To place an order, you will need a prescription for corrective eyeglass lenses and your pupillary distance (PD). A contact lens prescription cannot be used to make eyeglasses.
When you have your eyes examined, request the PD (pupillary distance) from the person who does your exam. The pupillary distance is the distance in mm between the centers of your pupils. Corrective lenses can't be made without a PD. It’s used to position the optical center of the lens so that you will be able to easily see through the lens, and to center the correction in front of the pupil of your eye in the eyeglasses. If a pair of frames cannot accept your PD, you can't simply change your PD simply to make it work because you will not be able to see through a lens produced with an incorrect Pupillary Distance.
The correct PD is particularly important for a multi-focal lens (bifocal and progressive), as there are multiple viewing fields which are adjusted on the basis of the PD supplied.
The PD is often left off the prescription, although it’s usually recorded in your file. Having your PD empowers you to purchase eyeglasses from any supplier, not just with the place where you got your exam. It is your right to have your PD - you paid for it with your prescription.
PDs may be indicated in a variety of ways. You will often be given a single number – this should be your distance vision PD and is what you will need for eyeglass orders on our site. Most adults have a PD between 53 and 70, and children will be between 41-55. You might be given two numbers such as 63/60. This would mean that you use 63 as your PD for distance vision. The smaller number would be used only when converting the prescription to single vision reading glasses. You may be given fractional PD measurements, right side and left side, and split PDs may be written as 30.5/31, for example. Simply add the two numbers together to get your distance vision PD.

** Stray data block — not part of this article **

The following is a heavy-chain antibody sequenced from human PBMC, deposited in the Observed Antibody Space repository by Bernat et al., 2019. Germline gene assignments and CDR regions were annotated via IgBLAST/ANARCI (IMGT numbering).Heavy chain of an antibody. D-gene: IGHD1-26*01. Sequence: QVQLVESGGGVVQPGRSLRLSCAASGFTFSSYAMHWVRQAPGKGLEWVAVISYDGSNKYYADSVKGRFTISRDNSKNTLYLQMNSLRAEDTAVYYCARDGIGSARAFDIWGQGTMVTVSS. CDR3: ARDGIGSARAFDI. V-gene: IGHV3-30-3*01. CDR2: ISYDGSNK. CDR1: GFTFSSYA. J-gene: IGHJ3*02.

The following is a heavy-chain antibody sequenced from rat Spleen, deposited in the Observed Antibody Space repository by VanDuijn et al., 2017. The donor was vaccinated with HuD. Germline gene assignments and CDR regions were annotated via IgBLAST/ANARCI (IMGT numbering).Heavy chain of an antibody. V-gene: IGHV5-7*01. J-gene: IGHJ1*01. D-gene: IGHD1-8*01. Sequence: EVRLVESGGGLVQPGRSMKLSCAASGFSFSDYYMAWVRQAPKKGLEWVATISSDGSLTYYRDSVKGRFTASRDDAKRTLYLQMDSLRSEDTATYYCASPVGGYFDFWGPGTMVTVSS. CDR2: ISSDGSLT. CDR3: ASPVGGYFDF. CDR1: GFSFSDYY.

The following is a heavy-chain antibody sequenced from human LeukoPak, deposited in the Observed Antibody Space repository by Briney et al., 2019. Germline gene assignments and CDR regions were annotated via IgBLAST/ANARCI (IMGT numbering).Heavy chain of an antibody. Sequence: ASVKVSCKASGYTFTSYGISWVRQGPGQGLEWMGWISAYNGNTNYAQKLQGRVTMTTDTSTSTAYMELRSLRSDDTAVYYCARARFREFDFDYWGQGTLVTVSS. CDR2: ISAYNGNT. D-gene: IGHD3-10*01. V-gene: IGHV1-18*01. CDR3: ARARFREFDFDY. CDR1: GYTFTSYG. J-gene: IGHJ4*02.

SPH - Spherical - Provides the depth of the focal field in the lens.
A negative sign in front of the number indicates that you're nearsighted, which is the case with the majority of people who wear corrective lens. In nearsightedness, the thinnest part of the lens is the center, and the wider the lens becomes, the thicker it will be at the outer edge. If you're concerned about the outer edge thickness of the lens, you would be advised to consider narrower lens widths.
With a positive sign preceding the Spherical number, you're farsighted, and the thickest part of the lens is in the center. The size of the lens is also important, because the larger the lens, the thinner the edge will be. This may eliminate the consideration of half rim frames because the lens may become too thin to provide for the groove, to carry the filament, to help keep the lens in the frame.
Cyl and Axis - The two designations will be included if you have an astigmatism, an irregularity in the shape of the eye, which causes shape distortion in the viewed image. Cyl will describe the amount of correction you need to overcome this, and Axis is the angle at which the correction is placed. The Axis will be recorded as a degree reading between 1 and 180 degrees.
If you find the designation "Sph" written in the Cylinder area of the prescription, it simply means that the eyeball is spherical, and there is no correction for astigmatism needed in that eye.
back to Rx S.V